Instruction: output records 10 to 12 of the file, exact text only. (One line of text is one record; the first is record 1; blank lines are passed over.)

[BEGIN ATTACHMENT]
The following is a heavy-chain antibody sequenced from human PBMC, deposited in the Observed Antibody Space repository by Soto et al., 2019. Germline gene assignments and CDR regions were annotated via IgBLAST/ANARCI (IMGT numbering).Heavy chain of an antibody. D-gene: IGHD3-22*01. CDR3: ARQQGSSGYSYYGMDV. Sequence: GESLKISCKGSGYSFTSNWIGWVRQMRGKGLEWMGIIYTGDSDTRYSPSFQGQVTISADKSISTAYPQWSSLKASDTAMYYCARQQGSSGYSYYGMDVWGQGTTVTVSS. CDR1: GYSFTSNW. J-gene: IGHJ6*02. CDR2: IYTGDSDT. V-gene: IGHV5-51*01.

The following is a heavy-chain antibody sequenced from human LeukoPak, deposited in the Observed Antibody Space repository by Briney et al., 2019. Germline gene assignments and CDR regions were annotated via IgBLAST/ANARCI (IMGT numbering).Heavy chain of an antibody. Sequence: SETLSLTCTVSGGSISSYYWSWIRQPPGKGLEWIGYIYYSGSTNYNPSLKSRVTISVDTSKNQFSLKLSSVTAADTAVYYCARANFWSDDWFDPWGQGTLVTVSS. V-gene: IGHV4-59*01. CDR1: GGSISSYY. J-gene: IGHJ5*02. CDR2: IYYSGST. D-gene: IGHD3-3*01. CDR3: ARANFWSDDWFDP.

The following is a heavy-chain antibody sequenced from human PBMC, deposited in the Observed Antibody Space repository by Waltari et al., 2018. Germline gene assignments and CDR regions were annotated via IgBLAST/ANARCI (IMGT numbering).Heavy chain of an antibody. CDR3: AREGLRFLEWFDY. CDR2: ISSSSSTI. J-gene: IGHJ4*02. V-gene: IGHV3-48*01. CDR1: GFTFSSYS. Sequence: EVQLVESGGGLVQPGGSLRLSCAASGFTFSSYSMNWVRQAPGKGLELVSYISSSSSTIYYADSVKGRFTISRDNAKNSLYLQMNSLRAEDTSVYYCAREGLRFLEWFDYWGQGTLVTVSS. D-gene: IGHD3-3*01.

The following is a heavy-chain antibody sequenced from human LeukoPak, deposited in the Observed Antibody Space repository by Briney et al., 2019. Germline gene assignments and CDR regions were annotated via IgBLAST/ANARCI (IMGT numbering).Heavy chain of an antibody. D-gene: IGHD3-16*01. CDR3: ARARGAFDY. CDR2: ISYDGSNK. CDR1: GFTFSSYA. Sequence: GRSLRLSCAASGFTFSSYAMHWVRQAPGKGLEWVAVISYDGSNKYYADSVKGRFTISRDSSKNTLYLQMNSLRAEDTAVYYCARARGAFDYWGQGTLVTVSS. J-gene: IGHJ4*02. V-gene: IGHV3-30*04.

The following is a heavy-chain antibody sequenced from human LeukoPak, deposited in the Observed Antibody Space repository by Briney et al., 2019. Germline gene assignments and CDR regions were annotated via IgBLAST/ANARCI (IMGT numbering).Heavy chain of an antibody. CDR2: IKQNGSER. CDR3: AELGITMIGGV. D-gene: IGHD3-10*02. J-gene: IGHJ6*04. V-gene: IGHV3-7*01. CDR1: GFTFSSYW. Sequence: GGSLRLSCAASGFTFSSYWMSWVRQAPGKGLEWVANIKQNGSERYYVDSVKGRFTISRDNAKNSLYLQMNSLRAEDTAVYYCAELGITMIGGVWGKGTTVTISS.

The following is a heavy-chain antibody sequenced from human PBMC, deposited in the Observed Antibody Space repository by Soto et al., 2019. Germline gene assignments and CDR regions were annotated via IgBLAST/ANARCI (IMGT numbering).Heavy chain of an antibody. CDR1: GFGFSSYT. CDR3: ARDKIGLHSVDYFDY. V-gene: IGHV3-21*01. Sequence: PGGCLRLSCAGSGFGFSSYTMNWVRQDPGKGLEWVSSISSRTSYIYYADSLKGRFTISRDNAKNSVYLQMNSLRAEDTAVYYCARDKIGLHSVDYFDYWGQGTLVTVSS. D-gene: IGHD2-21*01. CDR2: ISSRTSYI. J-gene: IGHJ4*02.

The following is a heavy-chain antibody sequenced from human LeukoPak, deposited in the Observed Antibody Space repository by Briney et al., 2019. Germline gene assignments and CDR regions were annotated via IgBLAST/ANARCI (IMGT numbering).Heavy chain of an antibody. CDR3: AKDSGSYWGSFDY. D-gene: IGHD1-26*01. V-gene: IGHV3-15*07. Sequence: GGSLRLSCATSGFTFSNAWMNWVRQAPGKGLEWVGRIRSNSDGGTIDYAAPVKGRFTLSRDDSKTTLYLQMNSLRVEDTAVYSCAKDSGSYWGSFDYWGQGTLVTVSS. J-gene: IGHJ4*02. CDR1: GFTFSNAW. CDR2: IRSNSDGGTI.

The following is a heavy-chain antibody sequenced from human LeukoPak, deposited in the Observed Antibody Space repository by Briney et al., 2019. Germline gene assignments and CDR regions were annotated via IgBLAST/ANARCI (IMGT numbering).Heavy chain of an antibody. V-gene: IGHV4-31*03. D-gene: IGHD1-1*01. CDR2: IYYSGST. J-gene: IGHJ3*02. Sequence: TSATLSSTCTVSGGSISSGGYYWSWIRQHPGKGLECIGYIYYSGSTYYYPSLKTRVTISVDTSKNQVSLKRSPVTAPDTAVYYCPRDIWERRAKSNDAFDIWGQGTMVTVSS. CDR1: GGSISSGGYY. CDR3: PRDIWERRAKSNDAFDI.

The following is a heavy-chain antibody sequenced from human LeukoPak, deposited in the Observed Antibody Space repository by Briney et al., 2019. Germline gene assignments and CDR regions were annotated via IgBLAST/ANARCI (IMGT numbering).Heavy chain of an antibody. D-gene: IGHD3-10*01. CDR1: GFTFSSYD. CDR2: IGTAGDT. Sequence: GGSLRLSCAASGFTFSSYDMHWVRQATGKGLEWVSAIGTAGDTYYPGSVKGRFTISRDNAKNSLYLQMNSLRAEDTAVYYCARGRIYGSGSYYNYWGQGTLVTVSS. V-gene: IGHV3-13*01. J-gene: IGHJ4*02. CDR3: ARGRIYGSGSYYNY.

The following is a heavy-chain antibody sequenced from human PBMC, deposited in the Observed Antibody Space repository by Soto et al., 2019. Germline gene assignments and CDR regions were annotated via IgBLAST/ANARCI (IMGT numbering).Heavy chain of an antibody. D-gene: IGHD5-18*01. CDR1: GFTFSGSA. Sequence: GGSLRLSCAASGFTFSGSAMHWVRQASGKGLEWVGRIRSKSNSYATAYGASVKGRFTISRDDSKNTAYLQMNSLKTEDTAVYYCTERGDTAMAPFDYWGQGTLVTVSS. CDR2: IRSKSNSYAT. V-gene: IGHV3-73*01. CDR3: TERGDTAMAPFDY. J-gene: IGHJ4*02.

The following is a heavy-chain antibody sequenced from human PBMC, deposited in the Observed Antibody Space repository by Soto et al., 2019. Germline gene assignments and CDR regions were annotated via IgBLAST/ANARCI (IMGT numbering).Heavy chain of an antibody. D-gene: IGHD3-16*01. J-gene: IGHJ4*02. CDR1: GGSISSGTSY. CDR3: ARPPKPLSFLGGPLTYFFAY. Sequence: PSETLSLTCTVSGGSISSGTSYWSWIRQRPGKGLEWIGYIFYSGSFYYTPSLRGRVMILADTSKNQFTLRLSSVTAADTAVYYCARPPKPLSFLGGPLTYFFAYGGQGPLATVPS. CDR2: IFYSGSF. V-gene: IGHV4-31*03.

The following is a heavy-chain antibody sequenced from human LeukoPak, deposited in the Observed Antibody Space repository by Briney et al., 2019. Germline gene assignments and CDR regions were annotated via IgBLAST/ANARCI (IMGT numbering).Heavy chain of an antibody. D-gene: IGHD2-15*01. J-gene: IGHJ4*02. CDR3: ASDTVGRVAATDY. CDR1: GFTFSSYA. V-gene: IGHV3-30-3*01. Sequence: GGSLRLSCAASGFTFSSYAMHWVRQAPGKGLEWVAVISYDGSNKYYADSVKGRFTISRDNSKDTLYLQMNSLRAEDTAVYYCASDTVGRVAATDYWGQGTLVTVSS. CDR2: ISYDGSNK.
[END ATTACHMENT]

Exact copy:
The following is a heavy-chain antibody sequenced from human PBMC, deposited in the Observed Antibody Space repository by Soto et al., 2019. Germline gene assignments and CDR regions were annotated via IgBLAST/ANARCI (IMGT numbering).Heavy chain of an antibody. D-gene: IGHD5-18*01. CDR1: GFTFSGSA. Sequence: GGSLRLSCAASGFTFSGSAMHWVRQASGKGLEWVGRIRSKSNSYATAYGASVKGRFTISRDDSKNTAYLQMNSLKTEDTAVYYCTERGDTAMAPFDYWGQGTLVTVSS. CDR2: IRSKSNSYAT. V-gene: IGHV3-73*01. CDR3: TERGDTAMAPFDY. J-gene: IGHJ4*02.

The following is a heavy-chain antibody sequenced from human PBMC, deposited in the Observed Antibody Space repository by Soto et al., 2019. Germline gene assignments and CDR regions were annotated via IgBLAST/ANARCI (IMGT numbering).Heavy chain of an antibody. D-gene: IGHD3-16*01. J-gene: IGHJ4*02. CDR1: GGSISSGTSY. CDR3: ARPPKPLSFLGGPLTYFFAY. Sequence: PSETLSLTCTVSGGSISSGTSYWSWIRQRPGKGLEWIGYIFYSGSFYYTPSLRGRVMILADTSKNQFTLRLSSVTAADTAVYYCARPPKPLSFLGGPLTYFFAYGGQGPLATVPS. CDR2: IFYSGSF. V-gene: IGHV4-31*03.

The following is a heavy-chain antibody sequenced from human LeukoPak, deposited in the Observed Antibody Space repository by Briney et al., 2019. Germline gene assignments and CDR regions were annotated via IgBLAST/ANARCI (IMGT numbering).Heavy chain of an antibody. D-gene: IGHD2-15*01. J-gene: IGHJ4*02. CDR3: ASDTVGRVAATDY. CDR1: GFTFSSYA. V-gene: IGHV3-30-3*01. Sequence: GGSLRLSCAASGFTFSSYAMHWVRQAPGKGLEWVAVISYDGSNKYYADSVKGRFTISRDNSKDTLYLQMNSLRAEDTAVYYCASDTVGRVAATDYWGQGTLVTVSS. CDR2: ISYDGSNK.